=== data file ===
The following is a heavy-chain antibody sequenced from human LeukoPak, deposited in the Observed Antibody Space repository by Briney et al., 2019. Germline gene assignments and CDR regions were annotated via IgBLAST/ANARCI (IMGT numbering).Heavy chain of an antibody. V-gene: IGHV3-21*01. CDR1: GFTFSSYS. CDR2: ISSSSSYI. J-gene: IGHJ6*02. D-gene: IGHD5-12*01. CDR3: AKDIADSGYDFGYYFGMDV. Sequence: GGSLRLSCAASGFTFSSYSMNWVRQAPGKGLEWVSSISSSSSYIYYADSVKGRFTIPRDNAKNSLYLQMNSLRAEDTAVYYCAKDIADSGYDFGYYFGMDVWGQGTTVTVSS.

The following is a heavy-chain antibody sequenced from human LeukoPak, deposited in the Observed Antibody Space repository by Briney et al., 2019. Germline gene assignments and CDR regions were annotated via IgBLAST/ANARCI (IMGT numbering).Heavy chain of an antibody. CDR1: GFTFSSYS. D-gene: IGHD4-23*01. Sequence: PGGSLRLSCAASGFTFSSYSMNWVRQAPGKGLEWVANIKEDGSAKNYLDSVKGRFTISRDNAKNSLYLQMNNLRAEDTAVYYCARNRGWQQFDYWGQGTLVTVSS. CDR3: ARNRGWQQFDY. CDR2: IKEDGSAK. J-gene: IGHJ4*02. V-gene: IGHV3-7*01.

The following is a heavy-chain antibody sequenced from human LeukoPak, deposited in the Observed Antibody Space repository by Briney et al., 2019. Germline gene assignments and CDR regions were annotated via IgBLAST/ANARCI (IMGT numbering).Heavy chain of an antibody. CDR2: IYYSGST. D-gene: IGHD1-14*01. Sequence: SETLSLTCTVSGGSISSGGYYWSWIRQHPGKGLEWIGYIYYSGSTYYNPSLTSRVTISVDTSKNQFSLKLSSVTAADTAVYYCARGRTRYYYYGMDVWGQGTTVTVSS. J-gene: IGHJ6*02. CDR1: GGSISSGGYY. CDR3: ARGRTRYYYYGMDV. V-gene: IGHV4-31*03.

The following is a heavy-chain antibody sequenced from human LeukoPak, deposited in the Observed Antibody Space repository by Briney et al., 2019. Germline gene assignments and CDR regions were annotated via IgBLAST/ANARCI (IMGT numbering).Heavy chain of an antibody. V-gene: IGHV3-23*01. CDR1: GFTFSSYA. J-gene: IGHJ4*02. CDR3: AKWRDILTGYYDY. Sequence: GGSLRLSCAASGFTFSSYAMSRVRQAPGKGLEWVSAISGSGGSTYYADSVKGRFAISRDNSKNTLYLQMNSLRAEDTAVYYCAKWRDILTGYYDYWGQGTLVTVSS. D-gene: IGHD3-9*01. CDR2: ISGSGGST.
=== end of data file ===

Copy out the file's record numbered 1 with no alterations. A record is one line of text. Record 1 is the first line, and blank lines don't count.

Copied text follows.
The following is a heavy-chain antibody sequenced from human LeukoPak, deposited in the Observed Antibody Space repository by Briney et al., 2019. Germline gene assignments and CDR regions were annotated via IgBLAST/ANARCI (IMGT numbering).Heavy chain of an antibody. V-gene: IGHV3-21*01. CDR1: GFTFSSYS. CDR2: ISSSSSYI. J-gene: IGHJ6*02. D-gene: IGHD5-12*01. CDR3: AKDIADSGYDFGYYFGMDV. Sequence: GGSLRLSCAASGFTFSSYSMNWVRQAPGKGLEWVSSISSSSSYIYYADSVKGRFTIPRDNAKNSLYLQMNSLRAEDTAVYYCAKDIADSGYDFGYYFGMDVWGQGTTVTVSS.